To protect from this and similar attacks, Kaspersky recommends crypto businesses to introduce basic security awareness training for all employees so that they can better distinguish phishing attempts, conduct an application security assessment to help them showcase their reliability to potential investors and to monitor for emerging vulnerabilities in smart contract execution environments.
As for consumers who are already exploring or plan to explore cyrptocurrencies, Kaspersky recommends they only use reliable and proven cryptocurrency platforms, do not click on links that lure them to an online bank or web wallet and to use a reliable security solution for comprehensive protection form a wide range of threats such as Kaspersky Security Cloud.
Facebook announces plans to launch cryptocurrency in 2020
Social networking behemoth Facebook has formally announced that it would like to launch its own cryptocurrency next year according to reports by the BBC.
Central Bank of UAE clarifies its regulation prohibiting ‘all virtual currencies’
The Central Bank of the United Arab Emirates released a new regulation on January 1, 2017, which appeared to outlaw virtual currencies, which people assumed would include Bitcoin. However, the organization has since clarified its regulation saying the regulations “do not apply to bitcoin or other crypto – currencies, currency exchanges, or underlying technology such as Blockchain.”
The Central Bank issued the regulatory framework for stored values and electronic systems on New Year’s Day – a move that took experts and analysts by surprise – which stated on page 42, D.7.3., that “all virtual currencies (and transactions thereof) are prohibited.”
This led some to believe that the Central Bank was moving to block use of Bitcoin and other crypto-currencies. However, to clarify the regulation, Mubarak Rashid Khamis Al Masouri, Governor of the Central Bank, said in a statement: “These regulations do not cover ‘virtual currency’, which is defined as any type of digital unit used as a medium of exchange, a unit of account, or a form of stored value.”
Al Mansouri continued: “In this context, these regulations do not apply to bitcoin or other crypto-currencies, currency exchanges, or underlying technology such as Blockchain.” The statement further detailed how the area of virtual currencies was “currently under review by the Central Bank and new regulations will be issued as appropriate.”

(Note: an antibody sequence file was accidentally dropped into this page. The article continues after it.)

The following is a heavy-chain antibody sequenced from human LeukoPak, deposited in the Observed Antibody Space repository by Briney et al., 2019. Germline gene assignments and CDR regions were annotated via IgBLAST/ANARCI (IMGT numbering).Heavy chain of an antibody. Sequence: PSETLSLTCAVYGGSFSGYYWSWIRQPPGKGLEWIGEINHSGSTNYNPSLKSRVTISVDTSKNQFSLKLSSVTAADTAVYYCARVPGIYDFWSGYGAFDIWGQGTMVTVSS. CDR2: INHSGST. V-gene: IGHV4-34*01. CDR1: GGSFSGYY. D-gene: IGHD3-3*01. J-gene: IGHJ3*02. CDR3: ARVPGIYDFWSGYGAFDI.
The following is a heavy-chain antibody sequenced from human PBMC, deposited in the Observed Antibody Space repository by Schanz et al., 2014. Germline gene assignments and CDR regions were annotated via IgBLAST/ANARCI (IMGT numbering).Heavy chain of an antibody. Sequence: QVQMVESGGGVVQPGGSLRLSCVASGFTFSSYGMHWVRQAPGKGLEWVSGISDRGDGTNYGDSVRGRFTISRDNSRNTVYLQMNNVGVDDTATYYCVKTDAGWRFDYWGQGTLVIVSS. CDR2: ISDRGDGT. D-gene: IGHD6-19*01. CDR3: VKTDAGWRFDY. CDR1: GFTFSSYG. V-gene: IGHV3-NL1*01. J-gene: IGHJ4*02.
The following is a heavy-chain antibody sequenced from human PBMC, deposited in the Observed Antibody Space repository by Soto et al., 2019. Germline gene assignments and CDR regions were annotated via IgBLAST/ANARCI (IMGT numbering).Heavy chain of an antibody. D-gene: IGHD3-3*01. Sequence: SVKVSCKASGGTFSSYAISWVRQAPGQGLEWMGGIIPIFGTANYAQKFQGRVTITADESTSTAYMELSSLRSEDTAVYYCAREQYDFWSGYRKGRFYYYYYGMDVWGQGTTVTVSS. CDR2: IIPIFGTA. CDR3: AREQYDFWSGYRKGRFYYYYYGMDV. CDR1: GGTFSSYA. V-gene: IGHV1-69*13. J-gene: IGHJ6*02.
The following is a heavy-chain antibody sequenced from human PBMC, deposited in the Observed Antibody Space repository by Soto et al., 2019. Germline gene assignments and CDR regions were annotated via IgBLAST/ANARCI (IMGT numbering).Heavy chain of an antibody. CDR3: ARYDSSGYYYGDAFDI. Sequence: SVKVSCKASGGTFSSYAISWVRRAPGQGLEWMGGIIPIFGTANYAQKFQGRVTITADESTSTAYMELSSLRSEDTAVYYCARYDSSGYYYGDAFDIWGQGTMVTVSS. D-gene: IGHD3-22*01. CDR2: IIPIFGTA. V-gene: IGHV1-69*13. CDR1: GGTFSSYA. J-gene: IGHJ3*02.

The regulation, in its original interpretation, had confused some lawyers, business owners, and financial technology (fintech) experts, who couldn’t understand why the Central Bank was opposing technology innovation after so many years of supporting it. The UAE, after all, has a strong record of innovation for the financial technology sector.
What’s also surprising about the regulation is that the Dubai government announced in October 2016 that it will become paperless by shifting all transactions to blockchain – an online encrypted database — by 2020. Shaikh Hamdan Bin Mohammad Bin Rashid Al Maktoum, Dubai Crown Prince, launched the Dubai Blockchain strategy in a bid to implement more efficiency in government departments.
However, some welcomed the regulation, such as Ola Doudin, the CEO and co-founder of BitOasis, the first digital currency exchange in the UAE. “We're very glad to hear the Governor’s statement on virtual currencies, bitcoin and blockchain in light of the recent PSP regulations, and we're optimistic about the direction the Central Bank is taking to support innovation in fintech,” said Doudin in a statement.
Others have expressed concern that until the regulations are amended, the Central Bank releasing a clarification does not hold the same legal value. Paul Allen, head of intellectual property and technology at DLA Piper, Middle East said, “At least for now, this means that those who were concerned by the apparent ban on virtual currencies like bitcoin (and the potential impact of this on fintech and blockchain initiatives) can breathe a collective sigh of relief.”